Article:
Issued by: Truth and Reconciliation Commission
1. The Commission's main report
Commissioners have been based in Cape Town since July 1, considering, amending and adopting drafts of sections of the main report of the Commission, which will be handed to President Mandela on October 29. We have now adopted drafts of all but three sections of the final report and material is going through the final editing process before going to the printers.
I leave for Atlanta tonight, but will be available on E-mail, fax and by telephone for consultations around the final adoption and editing process.
I intend returning in October to hand the report to the President. As you know, the Commission is to be suspended on October 31 but will be reconvened when the amnesty process has been completed to consider a further report from the Amnesty Committee, and to decide whether the main report needs to be amended or expanded in any way.
2. Outstanding issues
A number of outstanding issues still face the Commission.
An issue of great concern is the position of victims of gross violations of human rights. As previously reported we have had statements more than 21,000 people giving us accounts f what they or their families have suffered. By the end of this month, we will have completed findings reports on about 16,000 of these statements. We are still discussing how these findings will be reflected in the main report and when they will be published.
We are also deeply concerned about how to report back to victims on what we have found in our investigations. We have already said that we will not be able to give 21,000 people personal briefings of what we have found. However, there are thousands of people who are expecting a reportback from us, and the strength of their feelings is exemplified by the statements of people such as Joe Seremane.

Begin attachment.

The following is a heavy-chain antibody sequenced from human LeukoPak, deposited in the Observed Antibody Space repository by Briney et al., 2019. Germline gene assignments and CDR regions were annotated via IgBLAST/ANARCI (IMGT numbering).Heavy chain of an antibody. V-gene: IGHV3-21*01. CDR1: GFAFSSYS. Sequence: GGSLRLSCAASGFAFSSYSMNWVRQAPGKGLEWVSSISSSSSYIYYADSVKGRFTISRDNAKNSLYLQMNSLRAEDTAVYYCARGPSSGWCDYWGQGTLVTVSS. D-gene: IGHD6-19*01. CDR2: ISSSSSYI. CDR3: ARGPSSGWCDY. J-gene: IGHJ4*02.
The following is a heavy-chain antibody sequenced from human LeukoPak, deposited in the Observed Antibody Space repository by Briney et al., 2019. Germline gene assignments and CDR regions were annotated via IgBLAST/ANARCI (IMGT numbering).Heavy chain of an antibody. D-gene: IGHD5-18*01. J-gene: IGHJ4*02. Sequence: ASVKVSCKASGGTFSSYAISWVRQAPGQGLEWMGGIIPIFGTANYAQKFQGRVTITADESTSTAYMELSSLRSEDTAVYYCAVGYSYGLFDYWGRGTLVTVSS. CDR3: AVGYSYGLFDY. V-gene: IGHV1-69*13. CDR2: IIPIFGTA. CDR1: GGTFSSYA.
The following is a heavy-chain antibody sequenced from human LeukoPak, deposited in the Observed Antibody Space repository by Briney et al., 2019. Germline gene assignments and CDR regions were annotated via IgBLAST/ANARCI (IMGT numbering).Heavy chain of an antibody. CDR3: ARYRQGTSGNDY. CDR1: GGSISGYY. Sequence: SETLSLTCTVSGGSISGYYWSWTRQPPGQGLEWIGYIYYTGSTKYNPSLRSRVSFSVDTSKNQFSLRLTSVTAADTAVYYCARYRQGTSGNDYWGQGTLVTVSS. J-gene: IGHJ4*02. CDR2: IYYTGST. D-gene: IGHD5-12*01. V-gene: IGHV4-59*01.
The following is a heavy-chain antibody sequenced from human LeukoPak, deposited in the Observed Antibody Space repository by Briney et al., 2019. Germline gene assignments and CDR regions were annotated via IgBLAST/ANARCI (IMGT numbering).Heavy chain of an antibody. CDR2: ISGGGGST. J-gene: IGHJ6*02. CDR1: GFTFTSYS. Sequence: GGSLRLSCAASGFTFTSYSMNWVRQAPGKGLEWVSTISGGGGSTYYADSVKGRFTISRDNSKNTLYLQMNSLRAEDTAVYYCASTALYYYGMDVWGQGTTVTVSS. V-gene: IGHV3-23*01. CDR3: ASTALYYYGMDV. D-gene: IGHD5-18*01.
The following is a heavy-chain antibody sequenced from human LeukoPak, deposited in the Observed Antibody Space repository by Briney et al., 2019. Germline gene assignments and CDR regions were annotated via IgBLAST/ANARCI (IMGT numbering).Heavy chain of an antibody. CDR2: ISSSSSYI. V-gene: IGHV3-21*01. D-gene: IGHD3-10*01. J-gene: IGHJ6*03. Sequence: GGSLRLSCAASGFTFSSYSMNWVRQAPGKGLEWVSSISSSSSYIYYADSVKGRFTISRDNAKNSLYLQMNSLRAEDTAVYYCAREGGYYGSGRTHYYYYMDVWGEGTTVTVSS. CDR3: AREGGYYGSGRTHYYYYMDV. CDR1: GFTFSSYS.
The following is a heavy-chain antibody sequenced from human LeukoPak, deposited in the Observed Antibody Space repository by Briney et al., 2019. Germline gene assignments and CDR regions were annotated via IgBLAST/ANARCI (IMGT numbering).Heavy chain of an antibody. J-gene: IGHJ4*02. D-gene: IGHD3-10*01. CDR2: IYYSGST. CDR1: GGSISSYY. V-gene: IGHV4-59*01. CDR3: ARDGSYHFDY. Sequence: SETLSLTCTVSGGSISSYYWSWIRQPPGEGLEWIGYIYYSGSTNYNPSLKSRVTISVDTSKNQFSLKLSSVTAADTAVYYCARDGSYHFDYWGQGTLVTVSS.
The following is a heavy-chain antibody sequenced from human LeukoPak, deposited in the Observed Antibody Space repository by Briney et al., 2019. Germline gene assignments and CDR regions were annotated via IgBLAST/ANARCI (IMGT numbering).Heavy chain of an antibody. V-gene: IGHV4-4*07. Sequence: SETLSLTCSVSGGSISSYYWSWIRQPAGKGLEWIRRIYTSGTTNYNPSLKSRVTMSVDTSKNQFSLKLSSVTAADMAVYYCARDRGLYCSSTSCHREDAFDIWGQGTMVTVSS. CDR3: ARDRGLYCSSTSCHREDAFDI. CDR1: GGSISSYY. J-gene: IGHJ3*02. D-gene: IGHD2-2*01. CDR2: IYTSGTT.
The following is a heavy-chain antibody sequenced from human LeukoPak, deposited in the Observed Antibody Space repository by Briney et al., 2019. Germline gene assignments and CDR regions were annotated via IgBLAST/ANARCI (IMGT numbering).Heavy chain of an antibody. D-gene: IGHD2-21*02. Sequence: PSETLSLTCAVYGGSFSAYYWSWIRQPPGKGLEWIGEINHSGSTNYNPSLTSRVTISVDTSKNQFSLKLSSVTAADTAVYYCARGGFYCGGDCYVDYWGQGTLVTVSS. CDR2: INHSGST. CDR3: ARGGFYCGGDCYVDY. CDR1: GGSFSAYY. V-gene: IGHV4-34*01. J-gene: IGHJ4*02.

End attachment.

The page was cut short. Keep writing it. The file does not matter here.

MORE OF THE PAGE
Also of concern is the areas we have been unable to investigate adequately, or at all. To an extent this can be dealt with in the recommendations in our final report. However, there is one specific instance which came to our attention last week and which we reported yesterday to Mr Dullah Omar, the Minister of Justice, for further investigation.
The documentation which is attached is self-explanatory; suffice it to say that the Commission has discovered, during the course of other investigations, documents purporting to be from an institution called the SA Institute of Maritime Research - discussing the sabotage of the aircraft in which the UN Secretary-General, Dag Hammarskjold, died on the night of September 17/18, 1961.
We want to emphasise that we have been unable to investigate the veracity of these documents and of allegations that South Africa or other Western intelligence agencies were involved in bringing about the air crash. Our mandate to conduct such investigations has run out. However, given our commitment to transparency, we feel that apart from having handed the document to the Minister of Justice for further investigation, we should release the key documents we have found.
As most of you know, Section 30 of our Act - supported by a judgment of the Supreme Court of Appeals in Bloemfontein - requires that if we find information which is to the detriment of individuals, we are required to inform them and afford them an opportunity to make representations. We have not been able to serve such notices, and hence we are deleting the names of the individuals between whom the correspondence took place.